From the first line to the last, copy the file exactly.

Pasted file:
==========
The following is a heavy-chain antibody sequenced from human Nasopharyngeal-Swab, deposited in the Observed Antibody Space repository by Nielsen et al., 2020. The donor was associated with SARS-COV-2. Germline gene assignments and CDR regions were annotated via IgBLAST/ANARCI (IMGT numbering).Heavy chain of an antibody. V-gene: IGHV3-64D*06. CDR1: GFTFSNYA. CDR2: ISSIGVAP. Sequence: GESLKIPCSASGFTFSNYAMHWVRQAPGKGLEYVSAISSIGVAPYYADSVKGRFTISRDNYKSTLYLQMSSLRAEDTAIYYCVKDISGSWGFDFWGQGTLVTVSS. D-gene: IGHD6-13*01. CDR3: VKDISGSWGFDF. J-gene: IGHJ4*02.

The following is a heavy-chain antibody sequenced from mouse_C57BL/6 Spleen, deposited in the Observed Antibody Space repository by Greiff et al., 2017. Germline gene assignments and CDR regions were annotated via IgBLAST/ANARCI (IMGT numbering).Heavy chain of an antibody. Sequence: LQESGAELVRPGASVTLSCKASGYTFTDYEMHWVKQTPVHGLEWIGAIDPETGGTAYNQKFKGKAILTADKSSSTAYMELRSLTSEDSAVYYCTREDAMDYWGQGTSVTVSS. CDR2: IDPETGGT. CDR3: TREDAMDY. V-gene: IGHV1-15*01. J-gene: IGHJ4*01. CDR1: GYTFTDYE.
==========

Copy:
The following is a heavy-chain antibody sequenced from human Nasopharyngeal-Swab, deposited in the Observed Antibody Space repository by Nielsen et al., 2020. The donor was associated with SARS-COV-2. Germline gene assignments and CDR regions were annotated via IgBLAST/ANARCI (IMGT numbering).Heavy chain of an antibody. V-gene: IGHV3-64D*06. CDR1: GFTFSNYA. CDR2: ISSIGVAP. Sequence: GESLKIPCSASGFTFSNYAMHWVRQAPGKGLEYVSAISSIGVAPYYADSVKGRFTISRDNYKSTLYLQMSSLRAEDTAIYYCVKDISGSWGFDFWGQGTLVTVSS. D-gene: IGHD6-13*01. CDR3: VKDISGSWGFDF. J-gene: IGHJ4*02.

The following is a heavy-chain antibody sequenced from mouse_C57BL/6 Spleen, deposited in the Observed Antibody Space repository by Greiff et al., 2017. Germline gene assignments and CDR regions were annotated via IgBLAST/ANARCI (IMGT numbering).Heavy chain of an antibody. Sequence: LQESGAELVRPGASVTLSCKASGYTFTDYEMHWVKQTPVHGLEWIGAIDPETGGTAYNQKFKGKAILTADKSSSTAYMELRSLTSEDSAVYYCTREDAMDYWGQGTSVTVSS. CDR2: IDPETGGT. CDR3: TREDAMDY. V-gene: IGHV1-15*01. J-gene: IGHJ4*01. CDR1: GYTFTDYE.